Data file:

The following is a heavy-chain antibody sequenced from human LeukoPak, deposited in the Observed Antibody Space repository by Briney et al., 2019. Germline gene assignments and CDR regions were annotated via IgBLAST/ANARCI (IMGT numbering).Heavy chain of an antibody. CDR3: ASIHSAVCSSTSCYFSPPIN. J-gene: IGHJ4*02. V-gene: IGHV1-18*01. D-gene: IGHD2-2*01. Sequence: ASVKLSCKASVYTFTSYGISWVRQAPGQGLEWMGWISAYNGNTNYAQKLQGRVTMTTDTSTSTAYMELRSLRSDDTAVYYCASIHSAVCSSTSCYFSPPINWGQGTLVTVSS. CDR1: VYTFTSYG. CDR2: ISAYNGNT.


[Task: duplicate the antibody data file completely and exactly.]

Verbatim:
The following is a heavy-chain antibody sequenced from human LeukoPak, deposited in the Observed Antibody Space repository by Briney et al., 2019. Germline gene assignments and CDR regions were annotated via IgBLAST/ANARCI (IMGT numbering).Heavy chain of an antibody. CDR3: ASIHSAVCSSTSCYFSPPIN. J-gene: IGHJ4*02. V-gene: IGHV1-18*01. D-gene: IGHD2-2*01. Sequence: ASVKLSCKASVYTFTSYGISWVRQAPGQGLEWMGWISAYNGNTNYAQKLQGRVTMTTDTSTSTAYMELRSLRSDDTAVYYCASIHSAVCSSTSCYFSPPINWGQGTLVTVSS. CDR1: VYTFTSYG. CDR2: ISAYNGNT.